2. The aviation industry during the 2000’s was pushing for airline producers to create a better passenger flying experience while reducing costs. Boeing was seeking to accomplish this task with the 787 by allowing for more nonstop, long distance flights. They would be able to reduce costs through the use of more carbon fiber materials, minimizing the weight of the 787. Previous plane’s fuselage sections were composed of 1200 sheets of aluminum, in comparison to the 787’s 1 carbon fiber sheet. This differed from the previous flight models that were designed for more frequent stops and an overall less convenient passenger experience. Airbus agreed with Boeing that the aviation industry will double in the next 20 years; however, they believe plane size is more important than the ability to perform nonstop flights.
3. Boeing implemented an ‘extreme outsourcing’ procedure to expedite production of their complex, light-weight materials that would construct the 787. This outsourcing plan involved the utilization of 43 ‘top tier’ suppliers in 3 continents. 80% of the 787’s production and supply was outsourced; compared to only 51% outsourced materials for the rest of their planes.
4. Boeing’s outsourcing initiative was supposed to save them money by seeking out low cost suppliers all over the world. Outsourcing was also utilized to rely on suppliers to engage in the production of certain complex technological parts going into the 787. Boeing had hoped this would result in a quicker overall production schedule.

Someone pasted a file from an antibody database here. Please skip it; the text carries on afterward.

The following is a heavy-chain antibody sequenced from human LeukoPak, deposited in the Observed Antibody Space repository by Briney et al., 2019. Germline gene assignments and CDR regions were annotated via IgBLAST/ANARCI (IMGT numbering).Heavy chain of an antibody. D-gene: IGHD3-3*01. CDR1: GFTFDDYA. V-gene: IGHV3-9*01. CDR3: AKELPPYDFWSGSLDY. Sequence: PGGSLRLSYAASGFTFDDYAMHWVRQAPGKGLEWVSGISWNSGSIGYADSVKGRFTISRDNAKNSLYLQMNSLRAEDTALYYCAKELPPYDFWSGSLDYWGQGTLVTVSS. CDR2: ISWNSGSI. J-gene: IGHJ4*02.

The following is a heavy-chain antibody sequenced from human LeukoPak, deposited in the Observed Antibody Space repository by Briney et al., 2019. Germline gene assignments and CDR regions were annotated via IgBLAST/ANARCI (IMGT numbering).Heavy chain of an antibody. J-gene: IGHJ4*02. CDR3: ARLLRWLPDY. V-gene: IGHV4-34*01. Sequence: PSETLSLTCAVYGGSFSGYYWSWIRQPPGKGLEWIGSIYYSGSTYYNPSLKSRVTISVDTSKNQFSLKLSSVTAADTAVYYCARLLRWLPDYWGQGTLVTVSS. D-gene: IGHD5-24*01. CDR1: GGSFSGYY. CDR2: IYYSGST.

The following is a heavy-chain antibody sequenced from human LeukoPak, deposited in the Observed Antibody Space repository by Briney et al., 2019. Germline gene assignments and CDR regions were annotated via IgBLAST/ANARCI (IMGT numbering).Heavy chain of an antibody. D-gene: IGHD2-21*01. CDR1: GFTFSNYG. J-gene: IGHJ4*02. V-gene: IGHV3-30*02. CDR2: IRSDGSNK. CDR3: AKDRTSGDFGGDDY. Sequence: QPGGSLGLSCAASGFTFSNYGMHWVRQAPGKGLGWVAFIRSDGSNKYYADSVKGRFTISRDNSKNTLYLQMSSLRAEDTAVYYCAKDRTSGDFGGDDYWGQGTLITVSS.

5. Although this strategy seemed logical on paper, it was not actually effective for Boeing. Many suppliers world-wide are having difficulties producing the complex parts that Boeing requires on schedule. Problems also rise as each separate supplier must effectively communicate across all levels of production. The Japanese company designated with the fuselage could not keep up with production expectations and is causing delays for Boeing. Their avionics (electronics) suppliers are all finding it difficult to communicate with each other in order to cohesively assemble the 787’s electronics. Many other problems have arisen such as bubbles rising in the fuselage plating, incorrectly installed fasteners, and problems where the wings attach to the body.
6. The obvious market risks associated with this strategy relate to the inability for Boeing to meet their production schedule. Many suppliers all over the world are having problems keeping up to their own production schedules, which results in further delays for Boeing’s assembly and testing. These delays are costing Boeing millions in penalties and restitutions related to promised test and release dates which are not being met.
7. Boeing has taken the initiative to overtake certain facets of production that were being delayed due to suppliers not meeting schedule. Boeing has implemented lean manufacturing initiatives and taken control of key parts of the supply chain. They have acquired key suppliers in South Carolina which were responsible for the production of the mid- and rear sections of the plane. These were key measured required to increase production.
8. Boeing had to major flaws in their strategy for the 787; first, was their inability to stick to